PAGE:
As such, when the parties to a contract have themselves defined the contours of the force-majeure rights in their agreement, that definition dictates the application, effect, and scope of the force-majeure rights.[4]  Therefore, courts look to the language that the parties specifically bargained for in the contract to determine the parties’ intent with respect to whether the event complained of excuses performance.[5]

So Will a Force-Majeure Clause Apply? 

As this demonstrates, whether a force-majeure defense is applicable will depend on the terms of the contract.  The following questions may be informative:

  • What law governs the contract? Is there a choice-of-law provision?
  • Were there other (non-Coronavirus) factors that may have been contributing causes to the party’s failure to perform?
  • Does the contract’s force-majeure clause refer to health pandemics, epidemics, or similar phenomena?
  • Does the provision reference government intervention or an act of government?
  • Does the provision reference language in the nature of “disease” or “quarantines?”
  • What does the phrase, “act of God,” mean in the context of the specific contract? Are there contextual terms that may shed meaning or imply the scope of the phrase?
  • Does the contract have a catchall provision?
  • Does the contract have a notice requirement?
  • Does the provision give rise to a termination right?
  • Are there legal mitigation obligations?

Parties may also need to consider other similar defenses, such as whether the Coronavirus-related circumstances lead to a frustration of the contract’s purpose, giving rise to the doctrine of frustration.  Or whether the contract contains a material-changes clause?  Finally, when all else fails, parties may need to read their insurance policies carefully.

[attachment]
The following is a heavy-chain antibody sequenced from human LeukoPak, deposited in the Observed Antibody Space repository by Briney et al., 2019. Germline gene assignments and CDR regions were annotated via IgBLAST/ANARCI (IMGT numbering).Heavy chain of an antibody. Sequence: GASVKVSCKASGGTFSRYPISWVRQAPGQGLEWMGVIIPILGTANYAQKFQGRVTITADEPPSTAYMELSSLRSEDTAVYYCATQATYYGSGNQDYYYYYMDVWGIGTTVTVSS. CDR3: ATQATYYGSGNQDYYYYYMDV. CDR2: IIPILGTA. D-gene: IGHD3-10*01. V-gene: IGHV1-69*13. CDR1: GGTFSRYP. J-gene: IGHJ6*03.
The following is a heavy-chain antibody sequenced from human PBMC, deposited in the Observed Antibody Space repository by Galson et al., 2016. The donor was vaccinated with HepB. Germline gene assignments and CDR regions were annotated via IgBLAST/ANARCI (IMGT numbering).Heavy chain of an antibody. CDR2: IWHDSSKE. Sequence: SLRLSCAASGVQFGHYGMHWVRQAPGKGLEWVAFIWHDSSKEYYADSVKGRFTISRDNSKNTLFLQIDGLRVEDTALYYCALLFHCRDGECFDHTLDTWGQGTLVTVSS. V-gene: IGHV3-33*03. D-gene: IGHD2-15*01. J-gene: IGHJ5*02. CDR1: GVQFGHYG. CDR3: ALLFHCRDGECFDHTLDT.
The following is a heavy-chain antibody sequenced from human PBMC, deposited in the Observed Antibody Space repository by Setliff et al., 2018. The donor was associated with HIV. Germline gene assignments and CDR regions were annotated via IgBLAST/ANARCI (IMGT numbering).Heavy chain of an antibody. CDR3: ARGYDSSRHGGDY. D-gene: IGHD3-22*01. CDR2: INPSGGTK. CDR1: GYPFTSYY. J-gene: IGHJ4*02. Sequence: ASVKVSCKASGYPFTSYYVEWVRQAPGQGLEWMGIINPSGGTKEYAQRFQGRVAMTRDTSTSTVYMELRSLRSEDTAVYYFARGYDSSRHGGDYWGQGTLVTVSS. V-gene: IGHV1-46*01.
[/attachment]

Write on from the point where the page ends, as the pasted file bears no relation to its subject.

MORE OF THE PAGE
Parties in doubt should seek legal advice and may have time-sensitive obligations to exercise notice rights or to meet other legal requirements.  Force-majeure defenses are fact sensitive and highly dependent on the circumstances.  Freeman Law’s litigation attorneys regularly litigate complex contractual disputes and provide guidance in complex litigation matters.


For more Coronavirus-related posts, see:

Speedy Trial Rights and the Coronavirus

Families First Coronavirus Response Act

A Fresh Start for Many? Economic Downturn Means an Upturn in Favorable Tax Settlements


Latest IRS Coronavirus Guidance on Deadlines

Additional IRS Guidance on Coronavirus Tax Relief: New People First Initiative


[1] 6A CORBIN, CORBIN ON CONTRACTS § 1324 (1962); Sun Operating Ltd. P’ship v. Holt, 984 S.W.2d 277, 282–83 (Tex. App. 1998).

[2] Tejas Power Corp. v. Amerada Hess Corp., No. 14-98-00346-CV, 1999 WL 605550, at *3 (Tex. App. Aug. 12, 1999).

[3] Id.

[4] Sun Operating Ltd. P’ship v. Holt, 984 S.W.2d 277, 283 (Tex. App. 1998).

[5] Perlman v. Pioneer Ltd. P’ship, 918 F.2d 1244, 1248 (5th Cir. 1990).